Speak only if it improves upon the silence.
A few years ago my husband asked me what I wanted for Mother’s Day. I told him an entire day, or weekend alone - in complete and utter silence. My husband looked at me dumbfounded, and instead of a weekend of pure bliss, I parented, cooked, cleaned, hosted family and went hiking - I will be fully transparent here, I was not a happy woman. My husband has since learned that what I cherish most, more than spa treatments, flowers, chocolates, and even ice cream, is silence.
Silence is not something I experience often, in fact, most people don’t. Even if you are not a mother or a father, you may have pets, or parents, or work obligations, etc.
But, with three children, silence is something I cherish, and when I have an opportunity to steal a few moments, guilt often takes over and ruins the moment.
If this sounds like you, I don’t have the secret to put the guilt aside, but I can tell you that searching and discovering true stillness will help make those guilt-free moments even more rewarding.
I don’t mean being physically still, though that often comes as a byproduct - but I mean, the stillness of the mind. When I take my morning shower, if I am lucky, I am doing so without children asking me a million questions, but even in those moments my mind is racing with the to-dos of the day.
In the quieter moments of the week, which are much harder to come by since COVID - my mind is still always on - like open apps on a phone running and draining the battery in the background.
This constant pulling of energy is debilitating - and at the end of my day, I often wonder why I am so mentally exhausted, stressed out, and anxious - even after a day that wasn’t necessarily filled with tending to the constant needs of my children.
Then, the guilt creeps in again.
“I am not grateful enough...I will miss the sounds of my kids… I should be thankful I have kids and sounds…and the list goes on.”
Well, here’s the thing - I am grateful for all of those things, but I am also REALLY tired and even though I wouldn’t trade my life for all the silence in the world, a little bit of silence is something that I need, like water, and food, and sleep, to function at my best.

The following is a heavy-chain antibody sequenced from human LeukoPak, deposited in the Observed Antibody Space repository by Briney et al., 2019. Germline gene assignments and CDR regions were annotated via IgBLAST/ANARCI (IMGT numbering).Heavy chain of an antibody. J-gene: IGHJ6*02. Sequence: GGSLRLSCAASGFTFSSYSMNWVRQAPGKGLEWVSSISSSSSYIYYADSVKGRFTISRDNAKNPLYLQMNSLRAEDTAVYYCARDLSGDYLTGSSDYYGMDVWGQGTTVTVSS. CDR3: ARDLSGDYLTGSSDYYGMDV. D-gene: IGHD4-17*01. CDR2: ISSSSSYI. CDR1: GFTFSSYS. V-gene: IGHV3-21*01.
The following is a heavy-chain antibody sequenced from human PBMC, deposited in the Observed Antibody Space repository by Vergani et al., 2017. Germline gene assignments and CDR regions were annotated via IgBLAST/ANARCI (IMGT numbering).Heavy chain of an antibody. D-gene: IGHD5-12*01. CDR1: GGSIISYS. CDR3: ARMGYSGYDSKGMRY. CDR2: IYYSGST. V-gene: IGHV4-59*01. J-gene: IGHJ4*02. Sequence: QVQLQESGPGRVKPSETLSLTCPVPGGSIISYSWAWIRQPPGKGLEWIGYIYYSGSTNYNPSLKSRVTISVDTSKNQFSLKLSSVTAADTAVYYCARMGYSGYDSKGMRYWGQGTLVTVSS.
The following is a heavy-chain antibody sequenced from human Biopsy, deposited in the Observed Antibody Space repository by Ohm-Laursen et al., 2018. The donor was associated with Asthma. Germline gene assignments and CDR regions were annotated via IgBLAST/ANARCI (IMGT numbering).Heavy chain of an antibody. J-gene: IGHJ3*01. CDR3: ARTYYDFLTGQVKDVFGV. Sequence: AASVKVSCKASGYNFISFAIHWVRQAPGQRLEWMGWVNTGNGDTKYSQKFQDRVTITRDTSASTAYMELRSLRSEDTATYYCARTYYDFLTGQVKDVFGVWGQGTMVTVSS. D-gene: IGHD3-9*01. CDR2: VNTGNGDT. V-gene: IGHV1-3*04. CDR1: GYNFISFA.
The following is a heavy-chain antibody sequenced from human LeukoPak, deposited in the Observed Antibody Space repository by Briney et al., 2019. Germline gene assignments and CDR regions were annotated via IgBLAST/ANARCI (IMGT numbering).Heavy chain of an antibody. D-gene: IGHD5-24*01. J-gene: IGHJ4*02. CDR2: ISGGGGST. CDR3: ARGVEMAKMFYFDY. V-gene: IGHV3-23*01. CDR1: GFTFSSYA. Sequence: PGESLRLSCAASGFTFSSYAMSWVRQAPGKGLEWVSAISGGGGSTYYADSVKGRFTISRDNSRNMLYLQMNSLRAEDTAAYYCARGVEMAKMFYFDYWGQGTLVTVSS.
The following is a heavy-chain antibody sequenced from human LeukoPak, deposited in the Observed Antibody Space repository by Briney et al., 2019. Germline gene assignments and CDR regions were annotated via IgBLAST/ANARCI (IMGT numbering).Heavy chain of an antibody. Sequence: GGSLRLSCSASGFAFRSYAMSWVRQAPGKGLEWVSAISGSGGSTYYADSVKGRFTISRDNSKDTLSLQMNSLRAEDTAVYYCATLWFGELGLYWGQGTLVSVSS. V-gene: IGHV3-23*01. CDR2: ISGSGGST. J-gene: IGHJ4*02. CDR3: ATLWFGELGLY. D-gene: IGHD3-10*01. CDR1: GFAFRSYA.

We live in a world that is noisy - we live in a world where being heard is being seen - and we equate sound with production and purpose. I could write for days about the psychology behind silence and why it is so important to our mental health, anxiety, production, purpose, etc.
Since there are medical reasons for silence, I know that enough people feel the same way that I do, and that you can more than likely relate to this in some way.
Silence and stillness are bucket fillers - meaning they fill our buckets when we are drained and feeling empty. But, even though they are beneficial, many people, myself included, often avoid silence or justify reasons as to why we can’t be truly still.
Being still and silent means we are not focusing on the needs of others, or listening to the latest post Malone album, or chatting with our best friend. It means we are focusing on the deepest needs of ourselves - and that level of depth, self-awareness, and reflection is terrifying.
So instead of finding silence, we turn on a podcast or a Ted talk and justify our growth and development by how we respond and react to another person’s silent discoveries.
Read that again - we pay, seek out, and listen to what other people have to say - ideas that were discovered in another person’s stillness, because we don’t want to be still and silent ourselves.
I am a professional writer, and I write in part to inspire others, meaning I hope people read and reflect on my words. But the other part of why I write is because of what I discover in the process, and the deep sense of purpose it brings me. So, let me be clear, I am not saying we shouldn’t seek out inspiring podcasts and works that enhance our personal growth and development because we should, but not without or in place of experiencing our own depths of silence.
What we discover in silence is the difference between words being nothing more than noise and words being something worth learning from.
Silence speaks volumes and silence can never be misquoted.
So - what does silence mean to you?
By now you know I love music - here is one of my FAVORITE songs of all time - yes, I like the original by Simon and Garfunkel, but Disturbed's rendition is incredible! Enjoy!